Perhaps the most awe-inspiring spectacles in our solar system are the rings that circumnavigate certain planets. Even though Saturn is the first ringed planet that most people think of, it must now gird itself for competition, as a new contender is poised to dominate the news in the coming days!

The James Webb Space Telescope has once again released magnificent images of Uranus and its dramatic rings.

nting the Sun. Intriguingly, Uranus rotates on its side at an angle of nearly 90 degrees to its orbital plane. This results in many years of constant sunlight followed by an equal number of years of total darkness at its extremes.

Notably, the subtly enhanced brightening at the center of the polar cap is a feature that Webb has uncovered for the very first time due to NIRCam’s capacity to detect extended wavelengths.

Webb also captured many of the 27 known moons of Uranus. While the majority of them are too small and feeble to be seen, the six clearest ones are visible in the image below.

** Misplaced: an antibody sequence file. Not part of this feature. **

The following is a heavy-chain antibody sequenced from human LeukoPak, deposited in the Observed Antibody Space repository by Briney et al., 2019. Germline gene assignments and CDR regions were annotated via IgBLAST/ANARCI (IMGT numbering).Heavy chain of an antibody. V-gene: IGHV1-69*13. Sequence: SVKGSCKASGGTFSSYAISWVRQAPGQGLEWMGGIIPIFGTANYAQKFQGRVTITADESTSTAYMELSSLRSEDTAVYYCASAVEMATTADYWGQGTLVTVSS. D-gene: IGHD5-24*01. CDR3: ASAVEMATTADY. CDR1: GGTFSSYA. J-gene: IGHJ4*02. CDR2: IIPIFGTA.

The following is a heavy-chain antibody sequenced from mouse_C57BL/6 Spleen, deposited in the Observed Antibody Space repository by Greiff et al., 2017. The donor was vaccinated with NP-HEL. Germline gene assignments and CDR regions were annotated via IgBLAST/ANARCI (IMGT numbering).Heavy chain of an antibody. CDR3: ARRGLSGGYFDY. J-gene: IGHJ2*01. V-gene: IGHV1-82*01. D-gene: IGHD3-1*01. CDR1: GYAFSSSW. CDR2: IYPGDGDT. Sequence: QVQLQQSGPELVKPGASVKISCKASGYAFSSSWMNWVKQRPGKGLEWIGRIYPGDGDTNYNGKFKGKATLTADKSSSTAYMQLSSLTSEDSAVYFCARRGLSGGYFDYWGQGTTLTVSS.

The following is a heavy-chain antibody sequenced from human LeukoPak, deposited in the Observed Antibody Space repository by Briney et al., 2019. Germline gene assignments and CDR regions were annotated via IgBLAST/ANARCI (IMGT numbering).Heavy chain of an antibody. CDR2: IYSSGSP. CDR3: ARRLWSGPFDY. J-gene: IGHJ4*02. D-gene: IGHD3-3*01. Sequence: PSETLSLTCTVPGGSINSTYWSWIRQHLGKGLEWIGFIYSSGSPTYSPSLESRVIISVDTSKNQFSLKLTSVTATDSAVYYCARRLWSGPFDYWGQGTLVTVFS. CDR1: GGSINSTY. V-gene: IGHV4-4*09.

This stunning photograph shows 11 of this ice behemoth’ 13 rings. Nevertheless, some are so bright they look blended.

This expansive view of the Uranian system captured by Webb’s NIRCam instrument shows Uranus and six of its 27 known moons. Several peripheral objects, including numerous galaxies, are also visible. (NASA, ESA, CSA, STScI, J. DePasquale [STScI])

At visible wavelengths, Voyager 2 had photographed Uranus in 1986 as a featureless blue-green sphere. With its enhanced sensitivity and detection of infrared wavelengths, Webb has only recently captured the true majesty of this planet’s dynamic atmosphere and surrounding rings.

In future observations, scientists anticipate that Webb will cast more light on Uranus’ two feeble outer rings, which Hubble only discovered in 2007.

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